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Endoscopic vein graft harvesting detrimental in CABG
Traditional saphenous vein harvesting, so called “open harvesting”, occurs under direct inspection with the aid of several linear incisions along the course of the vein. However, this technique is associated with some discomfort and also oedema, haematoma, delayed healing, cellulitis and wound dehiscence. Endoscopic vein graft harvesting was developed in an attempt to deal with some of these problems. However, to date there has been little information about the effect of this technique on long-term graft patency or on clinical outcomes.
This study was conducted through the PREVENT-IV trial (Project of Ex-vivo Vein Graft Engineering Versus Transfection). This was a phase 3 multicentre randomised, double-blind, placebo-controlled trial of ex vivo treatment of vein grafts with the E2F transcription factor decoy edifoligide, and the main results have previously been reported. The trial was conducted at 107 sites in the USA and enrolled over 3000 patients. Patients who were aged >18 years and undergoing a first isolated coronary artery bypass grafting (CABG) with at least two planned vein graft conduits were eligible. The first 2400 patients enrolled were in an angiographic cohort and were scheduled for follow-up angiographic assessment at 12–18 months.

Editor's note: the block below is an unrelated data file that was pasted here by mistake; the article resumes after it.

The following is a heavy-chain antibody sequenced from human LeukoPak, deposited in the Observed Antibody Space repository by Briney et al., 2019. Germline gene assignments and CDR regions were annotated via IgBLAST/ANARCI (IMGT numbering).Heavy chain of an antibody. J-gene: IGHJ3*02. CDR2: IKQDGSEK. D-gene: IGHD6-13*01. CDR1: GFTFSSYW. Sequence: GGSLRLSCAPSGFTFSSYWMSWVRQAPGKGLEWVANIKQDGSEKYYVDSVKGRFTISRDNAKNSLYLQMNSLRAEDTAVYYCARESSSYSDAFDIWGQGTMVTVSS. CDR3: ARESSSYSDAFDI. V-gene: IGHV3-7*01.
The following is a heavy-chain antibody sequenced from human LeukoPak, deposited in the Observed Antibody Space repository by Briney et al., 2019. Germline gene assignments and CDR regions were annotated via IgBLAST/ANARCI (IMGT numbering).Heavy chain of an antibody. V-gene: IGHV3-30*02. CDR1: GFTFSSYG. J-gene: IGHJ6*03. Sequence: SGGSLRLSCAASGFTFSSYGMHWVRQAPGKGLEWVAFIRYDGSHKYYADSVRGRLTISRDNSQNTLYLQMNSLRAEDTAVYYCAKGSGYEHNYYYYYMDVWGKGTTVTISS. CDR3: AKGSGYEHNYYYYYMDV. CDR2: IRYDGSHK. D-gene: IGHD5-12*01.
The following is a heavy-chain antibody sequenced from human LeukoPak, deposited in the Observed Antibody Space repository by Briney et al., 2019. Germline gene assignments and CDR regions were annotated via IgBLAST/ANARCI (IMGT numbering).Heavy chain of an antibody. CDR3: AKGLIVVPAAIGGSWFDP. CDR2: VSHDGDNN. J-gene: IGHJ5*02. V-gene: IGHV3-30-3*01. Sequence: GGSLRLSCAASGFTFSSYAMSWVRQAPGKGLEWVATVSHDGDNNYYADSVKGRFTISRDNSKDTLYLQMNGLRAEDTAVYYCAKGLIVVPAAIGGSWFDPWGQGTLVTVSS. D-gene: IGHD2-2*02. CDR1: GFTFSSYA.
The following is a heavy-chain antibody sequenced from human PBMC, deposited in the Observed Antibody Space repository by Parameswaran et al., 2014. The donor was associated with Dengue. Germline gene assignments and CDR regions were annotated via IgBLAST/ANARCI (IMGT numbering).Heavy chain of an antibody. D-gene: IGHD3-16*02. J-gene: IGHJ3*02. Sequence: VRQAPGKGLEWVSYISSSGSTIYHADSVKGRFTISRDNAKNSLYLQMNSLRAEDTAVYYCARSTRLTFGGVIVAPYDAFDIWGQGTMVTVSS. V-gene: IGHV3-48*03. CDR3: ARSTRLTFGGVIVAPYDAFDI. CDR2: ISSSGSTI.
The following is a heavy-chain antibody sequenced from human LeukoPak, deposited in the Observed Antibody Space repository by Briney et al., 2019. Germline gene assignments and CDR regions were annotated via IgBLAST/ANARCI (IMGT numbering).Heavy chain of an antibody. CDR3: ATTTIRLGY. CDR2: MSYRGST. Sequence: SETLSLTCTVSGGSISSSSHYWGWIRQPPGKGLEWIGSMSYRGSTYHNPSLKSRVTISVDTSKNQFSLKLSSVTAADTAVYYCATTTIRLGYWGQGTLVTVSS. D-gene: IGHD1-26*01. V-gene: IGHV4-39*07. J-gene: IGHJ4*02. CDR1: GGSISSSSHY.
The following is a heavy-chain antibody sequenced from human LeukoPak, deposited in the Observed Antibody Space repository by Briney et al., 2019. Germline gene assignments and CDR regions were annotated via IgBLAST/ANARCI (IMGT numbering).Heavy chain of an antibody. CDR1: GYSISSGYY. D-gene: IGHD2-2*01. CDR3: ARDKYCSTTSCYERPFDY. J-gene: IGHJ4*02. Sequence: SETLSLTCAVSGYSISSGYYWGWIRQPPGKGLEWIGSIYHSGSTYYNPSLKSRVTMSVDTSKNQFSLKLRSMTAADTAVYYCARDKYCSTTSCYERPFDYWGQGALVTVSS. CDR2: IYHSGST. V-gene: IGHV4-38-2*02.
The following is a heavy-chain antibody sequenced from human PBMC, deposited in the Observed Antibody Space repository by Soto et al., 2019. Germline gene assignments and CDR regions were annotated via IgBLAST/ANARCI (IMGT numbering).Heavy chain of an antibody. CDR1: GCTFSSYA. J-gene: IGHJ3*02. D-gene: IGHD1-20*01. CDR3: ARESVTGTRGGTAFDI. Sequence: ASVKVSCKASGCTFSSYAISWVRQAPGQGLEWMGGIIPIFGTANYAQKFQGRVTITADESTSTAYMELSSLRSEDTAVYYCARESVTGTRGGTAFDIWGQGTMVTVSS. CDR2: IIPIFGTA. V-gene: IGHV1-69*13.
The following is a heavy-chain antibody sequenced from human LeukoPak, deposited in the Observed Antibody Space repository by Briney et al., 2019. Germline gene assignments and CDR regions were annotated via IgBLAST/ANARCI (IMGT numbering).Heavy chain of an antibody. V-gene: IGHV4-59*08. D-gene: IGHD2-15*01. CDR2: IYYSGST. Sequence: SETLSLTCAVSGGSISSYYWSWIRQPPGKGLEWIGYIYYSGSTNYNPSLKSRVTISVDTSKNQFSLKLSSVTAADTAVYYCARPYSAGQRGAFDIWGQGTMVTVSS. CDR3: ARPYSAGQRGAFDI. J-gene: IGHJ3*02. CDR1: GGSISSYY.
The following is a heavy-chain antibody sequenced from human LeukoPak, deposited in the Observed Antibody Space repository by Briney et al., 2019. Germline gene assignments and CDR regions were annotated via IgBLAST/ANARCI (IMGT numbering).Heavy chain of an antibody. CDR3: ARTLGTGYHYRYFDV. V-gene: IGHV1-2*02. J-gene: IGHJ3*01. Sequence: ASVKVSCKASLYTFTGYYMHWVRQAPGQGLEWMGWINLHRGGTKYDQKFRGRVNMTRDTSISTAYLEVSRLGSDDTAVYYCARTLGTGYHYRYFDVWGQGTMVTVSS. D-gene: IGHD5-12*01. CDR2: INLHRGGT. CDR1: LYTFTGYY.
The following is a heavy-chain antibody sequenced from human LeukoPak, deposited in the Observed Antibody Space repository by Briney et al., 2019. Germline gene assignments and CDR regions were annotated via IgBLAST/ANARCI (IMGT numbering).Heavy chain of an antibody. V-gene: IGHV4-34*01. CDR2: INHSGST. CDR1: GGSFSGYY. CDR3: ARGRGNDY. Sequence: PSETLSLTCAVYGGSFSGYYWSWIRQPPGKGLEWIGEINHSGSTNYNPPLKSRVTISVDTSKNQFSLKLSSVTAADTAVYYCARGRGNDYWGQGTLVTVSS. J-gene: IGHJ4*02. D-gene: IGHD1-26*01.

Vein graft failure was defined as stenosis of at least 75% of the graft diameter. All angiograms were analysed in a core laboratory by people blinded to the harvesting technique used. Clinical events including death, myocardial infarction (MI) and revascularisation were assessed annually via telephone and mail contact with the patients. Both percutaneous coronary intervention and repeat CABG were adjudicated as revascularisation events.
A total of 1753 patients underwent endoscopic harvesting and 1247 underwent open harvesting; baseline characteristics of the two groups were similar. Patients who underwent endoscopic harvesting had higher rates of vein graft failure at 12–18 months than those who underwent open harvesting (46.7% vs 38.0%, p<0.001). At …